Order banning water removal stands
Ice Mountain must shut its west Michigan wells pending
By Tom Henry
A judge yesterday upheld his Nov. 25 order requiring Ice
Mountain Spring Water Co. stop taking water from its four
west Michigan spring wells by Tuesday, thereby putting
120 jobs in limbo.
The case has drawn attention throughout the Great Lakes
region because of its potential ramifications for the
worldís largest collection of fresh surface water.
Groundwater replenishes many of the rivers and streams
that feed into the lakes.
Legal experts wonder how some major groundwater disputes,
such as the one involving Ice Mountain, could affect an
agreement Great Lakes governors and premiers are expected
to finalize by June as part of a binational effort. That
agreement is to limit the amount of water that can be
withdrawn from the lakes and sold outside the region.
Judge Lawrence C. Root of Mecosta County Circuit Court
ruled Nov. 25 that Ice Mountain, a subsidiary of Nestle
Waters North America, was having an excessive impact on
west Michiganís groundwater supply since it started bottling
its Ice Mountain product there in May, 2002. Ice Mountain
initially built a $100 million plant, then spent another
$50 million to expand it. The facility is near Stanwood,
Mich., 50 miles north of Grand Rapids, Mich.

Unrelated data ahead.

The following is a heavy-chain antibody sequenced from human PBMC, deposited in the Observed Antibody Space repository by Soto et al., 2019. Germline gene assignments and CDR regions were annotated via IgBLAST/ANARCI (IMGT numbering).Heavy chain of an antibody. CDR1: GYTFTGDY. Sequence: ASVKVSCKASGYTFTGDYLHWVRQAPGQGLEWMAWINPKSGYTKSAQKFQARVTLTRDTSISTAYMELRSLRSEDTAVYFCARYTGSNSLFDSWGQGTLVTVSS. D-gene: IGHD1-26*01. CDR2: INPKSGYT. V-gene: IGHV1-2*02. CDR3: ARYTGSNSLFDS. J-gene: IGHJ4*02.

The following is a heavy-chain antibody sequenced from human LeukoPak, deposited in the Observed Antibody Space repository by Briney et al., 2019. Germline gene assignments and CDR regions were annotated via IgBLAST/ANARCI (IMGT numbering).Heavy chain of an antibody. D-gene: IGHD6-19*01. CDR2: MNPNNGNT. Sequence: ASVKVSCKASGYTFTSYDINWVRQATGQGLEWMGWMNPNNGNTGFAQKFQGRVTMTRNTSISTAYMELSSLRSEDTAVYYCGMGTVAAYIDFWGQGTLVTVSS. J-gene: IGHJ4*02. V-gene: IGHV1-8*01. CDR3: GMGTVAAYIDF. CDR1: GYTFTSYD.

The judge gave Nestle until Tuesday to cease water withdrawals,
claiming that the size of the operation violates the intent
of prevailing common law. The company had obtained a permit
from the Michigan Department of Environmental Quality
to withdraw up to 400 gallons a minute, but the judge
said that permit was not valid because the Michigan legislature
never established parameters for groundwater withdrawals.
Yesterday, he declined to set aside his ruling pending
the outcome of the companyís appeal, which is expected
to take three to five years.
Ice Mountain will seek an emergency stay on Judge Rootís
order next week from the Michigan Court of Appeals. It
also will ask the judge for a new trial, based on data
it has collected since Sept. 1. The new data can prove
the regionís groundwater levels are subject to seasonal
variations, spokesman Deborah Muchmore said.
Keeping the order in effect will prompt Nestle to lay
off or reassign 120 of the plantís 147 employees by Jan.
31, she said.
"I am sorry to hear of the people who are going
to be laid off or terminated. But, as Iíve said all along,
the judge told Nestle twice - as they were building and
as they were expanding - that they were building at their
own risk," Terry Swier, Michigan Citizens for Water
Conservation president, said. The group is the plaintiff
behind the suit.
The west Michigan facility replaced one near Allentown,
Pa., as Nestleís Ice Mountain producer. The Allentown
facility, which bottles Nestleís Deer Park and Great Bear
products, could wind up as the Ice Mountain producer again,
officials have said. The company said it would be impractical
to haul spring water to the west Michigan plant from another
state. It also does not want to substitute local processed
water for spring water, officials said.